February 25, 2011
Mobile phone users could soon be able to text 999
Mobile phone users could soon have the ability to text 999 in an emergency, under recommendations put forward by regulator Ofcom.
A 14,500-participant trial of such a text scheme has been running for over a year, focusing mainly on deaf and speech-impaired people. During the trial, an average of one text a day was received from someone needing help from the emergency services. Incidents requiring assistance included heart attacks, strokes and childbirth.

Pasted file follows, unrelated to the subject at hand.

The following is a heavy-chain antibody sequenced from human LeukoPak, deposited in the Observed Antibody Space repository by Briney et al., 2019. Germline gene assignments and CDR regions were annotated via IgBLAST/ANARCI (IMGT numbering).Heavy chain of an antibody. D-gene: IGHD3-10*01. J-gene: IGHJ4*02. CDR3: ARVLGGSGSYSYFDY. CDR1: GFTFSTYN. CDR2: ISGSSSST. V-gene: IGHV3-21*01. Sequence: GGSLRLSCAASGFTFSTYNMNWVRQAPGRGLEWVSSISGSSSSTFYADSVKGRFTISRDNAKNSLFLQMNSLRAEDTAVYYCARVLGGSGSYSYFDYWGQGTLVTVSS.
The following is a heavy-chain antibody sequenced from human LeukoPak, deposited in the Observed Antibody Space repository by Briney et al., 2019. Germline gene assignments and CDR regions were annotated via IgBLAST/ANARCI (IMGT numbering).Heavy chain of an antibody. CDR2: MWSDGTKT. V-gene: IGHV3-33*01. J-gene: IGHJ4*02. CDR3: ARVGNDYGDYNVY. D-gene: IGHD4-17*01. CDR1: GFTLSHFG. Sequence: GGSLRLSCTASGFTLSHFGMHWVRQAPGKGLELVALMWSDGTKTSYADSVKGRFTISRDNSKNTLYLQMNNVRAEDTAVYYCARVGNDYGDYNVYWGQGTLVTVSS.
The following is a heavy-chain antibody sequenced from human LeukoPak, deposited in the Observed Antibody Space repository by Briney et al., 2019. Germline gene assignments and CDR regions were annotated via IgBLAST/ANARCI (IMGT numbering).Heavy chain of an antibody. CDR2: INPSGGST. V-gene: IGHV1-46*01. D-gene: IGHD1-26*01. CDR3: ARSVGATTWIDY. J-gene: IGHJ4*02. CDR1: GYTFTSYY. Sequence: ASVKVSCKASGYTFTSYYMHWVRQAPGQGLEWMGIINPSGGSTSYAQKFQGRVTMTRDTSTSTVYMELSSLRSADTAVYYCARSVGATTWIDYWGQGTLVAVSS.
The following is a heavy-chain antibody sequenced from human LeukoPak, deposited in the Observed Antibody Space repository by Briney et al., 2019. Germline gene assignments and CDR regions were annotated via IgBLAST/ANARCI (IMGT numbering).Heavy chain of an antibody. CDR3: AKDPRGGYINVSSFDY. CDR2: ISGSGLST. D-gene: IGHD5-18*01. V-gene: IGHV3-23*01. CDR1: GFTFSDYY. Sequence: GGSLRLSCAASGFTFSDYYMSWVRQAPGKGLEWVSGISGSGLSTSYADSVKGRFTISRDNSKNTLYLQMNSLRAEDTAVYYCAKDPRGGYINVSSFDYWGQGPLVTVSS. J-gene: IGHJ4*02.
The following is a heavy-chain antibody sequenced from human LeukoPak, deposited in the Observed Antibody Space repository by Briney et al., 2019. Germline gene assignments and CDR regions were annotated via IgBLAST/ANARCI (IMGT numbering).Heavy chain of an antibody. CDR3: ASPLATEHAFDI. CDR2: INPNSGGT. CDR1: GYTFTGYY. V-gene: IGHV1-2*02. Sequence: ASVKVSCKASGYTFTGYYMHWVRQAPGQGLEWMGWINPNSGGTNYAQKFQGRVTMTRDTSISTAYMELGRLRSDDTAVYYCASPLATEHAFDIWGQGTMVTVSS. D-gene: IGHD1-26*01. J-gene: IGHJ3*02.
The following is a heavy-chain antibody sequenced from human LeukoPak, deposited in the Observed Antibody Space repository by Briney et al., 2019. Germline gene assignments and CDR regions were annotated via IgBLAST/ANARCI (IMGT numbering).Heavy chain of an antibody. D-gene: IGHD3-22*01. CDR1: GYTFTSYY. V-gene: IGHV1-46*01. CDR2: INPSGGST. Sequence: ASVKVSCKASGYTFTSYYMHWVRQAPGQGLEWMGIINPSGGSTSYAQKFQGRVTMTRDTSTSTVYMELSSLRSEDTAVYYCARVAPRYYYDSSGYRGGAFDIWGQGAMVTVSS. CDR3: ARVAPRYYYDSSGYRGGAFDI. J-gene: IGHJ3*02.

Ofcom has now recommended that it should be mandatory for mobile phone companies to provide the service. However, anyone wanting to be able to text in an emergency would need to be pre-registered in order to prevent problems with hoax texters. Users would need to say why they needed help and where they were, although mobile technology would give emergency services some indication of their location.
Ofcom says that while it recognises that texting for emergency help takes longer than calling, it is still a better option than the current alternatives available to people who can't make a telephone call.
The texting facility has been recommended in response to European legislation which comes into effect on May 25 2011, which says that there must be equal access to emergency services for disabled people.